Article | Published:

Ubiquitous lower-mantle anisotropy beneath subduction zones

Nature Geosciencevolume 12pages301306 (2019) | Download Citation

Abstract

Seismic anisotropy provides key information to map the trajectories of mantle flow and understand the evolution of our planet. While the presence of anisotropy in the uppermost mantle is well established, the existence and nature of anisotropy in the transition zone and uppermost lower mantle are still debated. Here we use three-dimensional global seismic tomography images based on a large dataset that is sensitive to this region to show the ubiquitous presence of anisotropy in the lower mantle beneath subduction zones. Whereas above the 660 km seismic discontinuity slabs are associated with fast SV anomalies up to about 3%, in the lower mantle fast SH anomalies of about 2% persist near slabs down to about 1,000–1,200 km. These observations are consistent with 3D numerical models of deformation from subducting slabs and the associated lattice-preferred orientation of bridgmanite produced in the dislocation creep regime in areas subjected to high stresses. This study provides evidence that dislocation creep may be active in the Earth’s lower mantle, providing new constraints on the debated nature of deformation in this key, but inaccessible, component of the deep Earth.

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Code availability

The large scale subduction models were built using the code I3MG, which is not freely available and was kindly provided by T. Gerya.

The mantle fabric calculations used a modified version of the code D-REX available at http://www.ipgp.fr/~kaminski/web_doudoud/DRex.tar.gz.

Data availability

The data that support the findings of this study are available from the corresponding author on request. The tomography model SGLOBE-rani used in this study is available in the IRIS Data Services Products (http://ds.iris.edu/ds/products/emc-earthmodels/).

Additional information

Publisher’s note: Springer Nature remains neutral with regard to jurisdictional claims in published maps and institutional affiliations.

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Acknowledgements

This research was initially supported by the Leverhulme Trust (project no. F/00 204/AS), followed by support from NERC project NE/K005669/1 and the Korea Meteorological Administration Research and Development Program under grant no. KMI2018-09312. A.M.G.F. also acknowledges discussions supported by COST Action ES1401-TIDES. M.F. was supported by the Progetto di Ateneo FACCPTRAT12 granted by the Università di Padova and by the ERC StG #758199 NEWTON. We acknowledge the availability of global seismograms from the IRIS Data Services and the II, IU, GEOSCOPE and GEOFON networks. The inversions were carried out initially on the High Performance Computing Cluster supported by the Research and Specialist Computing Support services at the University of East Anglia followed by the national UK supercomputing facilities HECToR and Archer. Geodynamic simulations were performed on the Galileo Computing Cluster, CINECA, Italy, thanks to the computational time assigned to M.F. under the NUMACOP and NUMACOP2 projects. We thank J. Brodholt for fruitful discussions and for his valuable suggestions. We also thank our colleagues D. Dobson and A. Song for fruitful discussions, and we are grateful to C. Lithgow-Bertelloni and L. Stixrude for providing HeFESTo’s results. We are grateful to Z. Zhang for providing bridgmanite’s full elastic constants from ab-initio calculations.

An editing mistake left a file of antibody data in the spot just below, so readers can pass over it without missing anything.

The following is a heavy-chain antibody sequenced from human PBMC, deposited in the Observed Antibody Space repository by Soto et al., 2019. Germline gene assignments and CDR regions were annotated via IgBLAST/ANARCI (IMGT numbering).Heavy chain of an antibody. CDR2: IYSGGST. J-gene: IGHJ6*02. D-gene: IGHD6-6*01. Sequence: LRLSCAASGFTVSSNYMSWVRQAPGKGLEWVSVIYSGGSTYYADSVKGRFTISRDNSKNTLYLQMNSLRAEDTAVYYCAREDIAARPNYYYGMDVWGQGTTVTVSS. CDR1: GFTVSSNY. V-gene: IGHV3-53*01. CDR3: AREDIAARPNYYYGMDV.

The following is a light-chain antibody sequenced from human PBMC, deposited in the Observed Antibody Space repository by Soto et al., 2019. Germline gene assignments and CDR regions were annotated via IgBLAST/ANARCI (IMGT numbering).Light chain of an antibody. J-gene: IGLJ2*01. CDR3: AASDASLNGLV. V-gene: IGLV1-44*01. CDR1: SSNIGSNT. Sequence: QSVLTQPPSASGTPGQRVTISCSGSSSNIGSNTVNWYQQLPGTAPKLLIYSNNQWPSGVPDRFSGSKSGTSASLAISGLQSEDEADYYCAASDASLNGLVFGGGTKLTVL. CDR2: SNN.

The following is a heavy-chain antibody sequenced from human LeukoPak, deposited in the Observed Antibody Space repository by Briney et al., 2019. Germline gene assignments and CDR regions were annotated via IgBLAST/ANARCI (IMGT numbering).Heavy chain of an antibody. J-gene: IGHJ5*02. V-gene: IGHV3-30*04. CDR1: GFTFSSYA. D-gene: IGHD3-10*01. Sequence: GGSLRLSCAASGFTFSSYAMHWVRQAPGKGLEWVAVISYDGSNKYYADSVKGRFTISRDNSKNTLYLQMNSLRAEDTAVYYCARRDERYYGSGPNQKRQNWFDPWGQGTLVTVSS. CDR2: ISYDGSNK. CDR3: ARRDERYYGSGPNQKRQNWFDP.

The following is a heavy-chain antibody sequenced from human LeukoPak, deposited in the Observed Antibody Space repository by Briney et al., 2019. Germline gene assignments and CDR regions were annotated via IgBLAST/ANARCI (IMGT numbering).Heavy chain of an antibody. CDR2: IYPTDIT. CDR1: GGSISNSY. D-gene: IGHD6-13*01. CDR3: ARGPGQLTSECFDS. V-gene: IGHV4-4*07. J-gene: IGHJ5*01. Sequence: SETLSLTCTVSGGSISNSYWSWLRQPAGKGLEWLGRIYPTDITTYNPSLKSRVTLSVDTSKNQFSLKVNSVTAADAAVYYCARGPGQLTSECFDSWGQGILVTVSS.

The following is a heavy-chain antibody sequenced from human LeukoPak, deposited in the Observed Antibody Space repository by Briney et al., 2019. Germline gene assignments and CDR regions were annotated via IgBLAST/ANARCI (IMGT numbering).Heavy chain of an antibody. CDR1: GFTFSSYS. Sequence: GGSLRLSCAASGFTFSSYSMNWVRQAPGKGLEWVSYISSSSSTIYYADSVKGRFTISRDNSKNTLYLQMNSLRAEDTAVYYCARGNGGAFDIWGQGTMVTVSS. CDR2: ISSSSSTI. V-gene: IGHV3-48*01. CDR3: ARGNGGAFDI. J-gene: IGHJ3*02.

Author information

Affiliations

  1. CERIS, Instituto Superior Técnico, Universidade de Lisboa, Lisbon, Portugal

    • Ana M. G. Ferreira
  2. Department of Earth Sciences, Faculty of Mathematics & Physical Sciences, University College London, London, UK

    • Ana M. G. Ferreira
    • , William Sturgeon
    •  & Lewis Schardong
  3. Dipartimento di Geoscienze, Università di Padova, Padova, Italy

    • Manuele Faccenda
  4. Division of Geology and Geophysics, Kangwon National University, Chuncheon, South Korea

    • Sung-Joon Chang
  5. Department of Geophysics and Planetary Sciences, Tel Aviv University, Tel Aviv, Israel

    • Lewis Schardong

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Contributions

A.M.G.F. designed the study, performed analyses of the tomography images, interpreted the results and wrote the first draft of the manuscript. M.F. contributed to the design of the study, performed and analysed geodynamic models, mantle fabric and SPO calculations, and wrote the text on the geodynamics part of the study. W.S. performed geodynamic models and mantle fabric calculations and prepared some of the tomography and geodynamics figures. S.-J.C. performed analyses of the tomography images and statistical tests of the seismic images. L.S. assisted the analyses of the tomography images and composing the figures.

Competing interests

The authors declare no competing interests.

Corresponding author

Correspondence to Ana M. G. Ferreira.

Supplementary information

  1. Supplementary Information

    Supplementary Figures and Tables

  2. Supplementary Video 1

    Simulation of slab stagnation at the 660-km discontinuity.

  3. Supplementary Video 2

    Simulation of slab penetration to the lower mantle.

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https://doi.org/10.1038/s41561-019-0325-7